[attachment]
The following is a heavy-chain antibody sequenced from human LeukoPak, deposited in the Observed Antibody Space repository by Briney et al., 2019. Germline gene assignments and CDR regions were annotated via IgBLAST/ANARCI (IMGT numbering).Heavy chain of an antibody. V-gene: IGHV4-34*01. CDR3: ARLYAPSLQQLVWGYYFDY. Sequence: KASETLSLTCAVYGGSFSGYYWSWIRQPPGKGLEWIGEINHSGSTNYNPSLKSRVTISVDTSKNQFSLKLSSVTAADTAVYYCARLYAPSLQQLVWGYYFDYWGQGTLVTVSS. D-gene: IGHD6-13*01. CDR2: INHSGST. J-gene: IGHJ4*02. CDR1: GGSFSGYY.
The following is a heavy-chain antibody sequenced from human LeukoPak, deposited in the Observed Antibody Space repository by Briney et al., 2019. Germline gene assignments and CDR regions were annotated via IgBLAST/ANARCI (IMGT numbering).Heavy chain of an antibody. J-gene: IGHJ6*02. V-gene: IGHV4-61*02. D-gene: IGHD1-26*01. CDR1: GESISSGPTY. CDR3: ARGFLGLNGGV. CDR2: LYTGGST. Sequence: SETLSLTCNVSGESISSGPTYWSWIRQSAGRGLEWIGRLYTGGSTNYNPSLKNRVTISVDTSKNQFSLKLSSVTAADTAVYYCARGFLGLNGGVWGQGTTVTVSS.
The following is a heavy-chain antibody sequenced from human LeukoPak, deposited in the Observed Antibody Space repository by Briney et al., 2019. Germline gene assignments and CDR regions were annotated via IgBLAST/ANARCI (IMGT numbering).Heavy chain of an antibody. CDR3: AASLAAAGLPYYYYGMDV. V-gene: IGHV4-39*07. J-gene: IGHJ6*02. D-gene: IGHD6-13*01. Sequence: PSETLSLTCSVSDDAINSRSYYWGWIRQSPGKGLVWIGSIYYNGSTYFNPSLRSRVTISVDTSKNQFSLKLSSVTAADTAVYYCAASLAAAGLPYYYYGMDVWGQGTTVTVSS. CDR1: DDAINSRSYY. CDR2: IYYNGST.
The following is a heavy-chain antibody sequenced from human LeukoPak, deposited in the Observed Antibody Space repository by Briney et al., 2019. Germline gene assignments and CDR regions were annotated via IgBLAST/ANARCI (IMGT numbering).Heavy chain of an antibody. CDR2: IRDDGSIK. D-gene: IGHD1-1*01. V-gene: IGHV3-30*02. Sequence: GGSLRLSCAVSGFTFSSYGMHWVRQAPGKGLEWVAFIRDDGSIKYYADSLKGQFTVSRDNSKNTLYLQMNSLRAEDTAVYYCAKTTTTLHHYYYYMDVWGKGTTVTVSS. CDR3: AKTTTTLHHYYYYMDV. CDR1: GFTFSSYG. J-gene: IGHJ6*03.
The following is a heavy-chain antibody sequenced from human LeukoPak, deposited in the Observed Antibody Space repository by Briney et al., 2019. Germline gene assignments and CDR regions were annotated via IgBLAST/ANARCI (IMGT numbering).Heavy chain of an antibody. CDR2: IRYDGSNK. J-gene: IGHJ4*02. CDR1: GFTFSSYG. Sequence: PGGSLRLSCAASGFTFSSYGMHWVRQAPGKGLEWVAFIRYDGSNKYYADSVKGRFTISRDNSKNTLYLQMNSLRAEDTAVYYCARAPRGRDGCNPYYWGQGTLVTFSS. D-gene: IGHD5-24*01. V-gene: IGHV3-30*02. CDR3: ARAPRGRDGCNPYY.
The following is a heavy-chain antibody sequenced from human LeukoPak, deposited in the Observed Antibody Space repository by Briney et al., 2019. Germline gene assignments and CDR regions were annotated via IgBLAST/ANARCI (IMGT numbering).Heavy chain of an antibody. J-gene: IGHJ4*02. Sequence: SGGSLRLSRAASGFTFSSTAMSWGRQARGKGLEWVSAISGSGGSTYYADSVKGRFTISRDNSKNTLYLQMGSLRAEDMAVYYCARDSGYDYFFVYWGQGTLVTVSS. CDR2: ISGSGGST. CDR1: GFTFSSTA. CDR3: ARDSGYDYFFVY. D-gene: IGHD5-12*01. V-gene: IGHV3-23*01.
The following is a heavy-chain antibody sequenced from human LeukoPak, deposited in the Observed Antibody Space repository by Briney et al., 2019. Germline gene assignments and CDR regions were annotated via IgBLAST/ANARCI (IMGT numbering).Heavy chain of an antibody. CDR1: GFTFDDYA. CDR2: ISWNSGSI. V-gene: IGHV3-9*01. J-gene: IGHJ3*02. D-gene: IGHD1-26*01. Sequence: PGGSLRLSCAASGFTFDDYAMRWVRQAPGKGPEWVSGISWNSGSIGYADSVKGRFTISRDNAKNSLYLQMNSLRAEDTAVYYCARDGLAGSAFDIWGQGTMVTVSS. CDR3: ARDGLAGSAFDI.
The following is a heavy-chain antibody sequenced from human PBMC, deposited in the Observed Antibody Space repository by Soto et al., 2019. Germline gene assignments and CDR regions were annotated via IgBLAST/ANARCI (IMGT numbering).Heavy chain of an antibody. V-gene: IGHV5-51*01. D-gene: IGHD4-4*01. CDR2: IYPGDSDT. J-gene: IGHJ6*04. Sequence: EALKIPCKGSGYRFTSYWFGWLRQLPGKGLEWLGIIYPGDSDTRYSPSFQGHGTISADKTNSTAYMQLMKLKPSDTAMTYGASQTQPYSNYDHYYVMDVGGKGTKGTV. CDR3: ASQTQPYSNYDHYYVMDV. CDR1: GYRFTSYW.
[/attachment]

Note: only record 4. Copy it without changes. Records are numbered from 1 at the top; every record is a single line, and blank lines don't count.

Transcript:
The following is a heavy-chain antibody sequenced from human LeukoPak, deposited in the Observed Antibody Space repository by Briney et al., 2019. Germline gene assignments and CDR regions were annotated via IgBLAST/ANARCI (IMGT numbering).Heavy chain of an antibody. CDR2: IRDDGSIK. D-gene: IGHD1-1*01. V-gene: IGHV3-30*02. Sequence: GGSLRLSCAVSGFTFSSYGMHWVRQAPGKGLEWVAFIRDDGSIKYYADSLKGQFTVSRDNSKNTLYLQMNSLRAEDTAVYYCAKTTTTLHHYYYYMDVWGKGTTVTVSS. CDR3: AKTTTTLHHYYYYMDV. CDR1: GFTFSSYG. J-gene: IGHJ6*03.